These countries are significantly exposed to sovereign debt challenges. Some companies anticipate weak performance in the British provinces, arising from the government austerity efforts. Performance in Germany will likely moderate due to the timing of this year's fairs in Germany, as well as tougher comparables. However, the effect of crisis is not uniform across the region.
Competition is also building up across the sector. Every hotel company is not only competing with major hotel chains in national and international venues but also with home-grown hotels in regional markets. Heightened competition and potential addition of new supply will restrict market share.
Stricter U.S. Visa Policy
These days, Europe trips have increased five times as compared to the U.S. owing to the availability of visas to European countries. This is also validated by the Starwood management’s account, which reported that the U.S. has lost one third of its share of global travel over the last decade due to its stringent visa policy. Hotel companies are in talks with lawmakers in the U.S. regarding the need for visa reform as the companies are losing opportunity from rising outbound international travel, especially from China.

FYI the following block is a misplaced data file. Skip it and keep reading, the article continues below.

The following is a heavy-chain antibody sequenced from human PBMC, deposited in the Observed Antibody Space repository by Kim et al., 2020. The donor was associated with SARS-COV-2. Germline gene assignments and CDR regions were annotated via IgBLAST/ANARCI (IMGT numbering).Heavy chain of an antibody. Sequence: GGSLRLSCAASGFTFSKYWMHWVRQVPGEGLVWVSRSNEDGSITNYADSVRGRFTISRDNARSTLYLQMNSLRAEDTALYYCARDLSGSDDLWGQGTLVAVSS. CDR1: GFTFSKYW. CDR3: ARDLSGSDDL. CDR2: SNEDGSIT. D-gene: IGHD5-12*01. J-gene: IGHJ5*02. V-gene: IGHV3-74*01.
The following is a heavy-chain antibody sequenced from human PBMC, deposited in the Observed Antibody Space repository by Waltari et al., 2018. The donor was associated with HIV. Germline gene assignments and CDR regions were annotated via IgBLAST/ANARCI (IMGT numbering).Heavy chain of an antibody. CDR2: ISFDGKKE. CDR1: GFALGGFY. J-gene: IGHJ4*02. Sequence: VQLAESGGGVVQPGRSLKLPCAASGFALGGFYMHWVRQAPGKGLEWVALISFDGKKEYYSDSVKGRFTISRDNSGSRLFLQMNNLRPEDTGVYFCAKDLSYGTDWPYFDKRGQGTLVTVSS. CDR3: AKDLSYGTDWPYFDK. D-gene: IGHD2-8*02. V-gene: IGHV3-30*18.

Comparatively Slower Growth in ADR
Though occupancy levels have fairly picked up, ADR is yet to show meaningful improvement in the U.S. We believe the rate of upside in ADR continues to remain tardy in tandem with sluggish economic revival. We believe that the acceleration in room rates will not reach the peak level seen in 2006 and 2007 before the end of 2012. Additionally, the rebound is not uniform as many secondary and tertiary markets are yet to see strong recovery. Additionally, surging commodity prices raised concerns about the ability of hotel companies to control costs.
By the look of things, we currently refrain from being too enthusiastic on a number of stocks in our universe, which continue to have a Zacks #3 Rank (Hold). These include Hyatt Hotels Corp. (NYSE:H - News), China Lodging Group Limited (NasdaqGS:HTHT - News), Home Inns & Hotels Management Inc. (NasdaqGS:HMIN - News) and Orient-Express Hotels Ltd. (NYSE:OEH - News).
We also remain concerned about the prospects of Morgans Hotel Group and Marriott which currently retain a Zacks #4 Rank (Sell).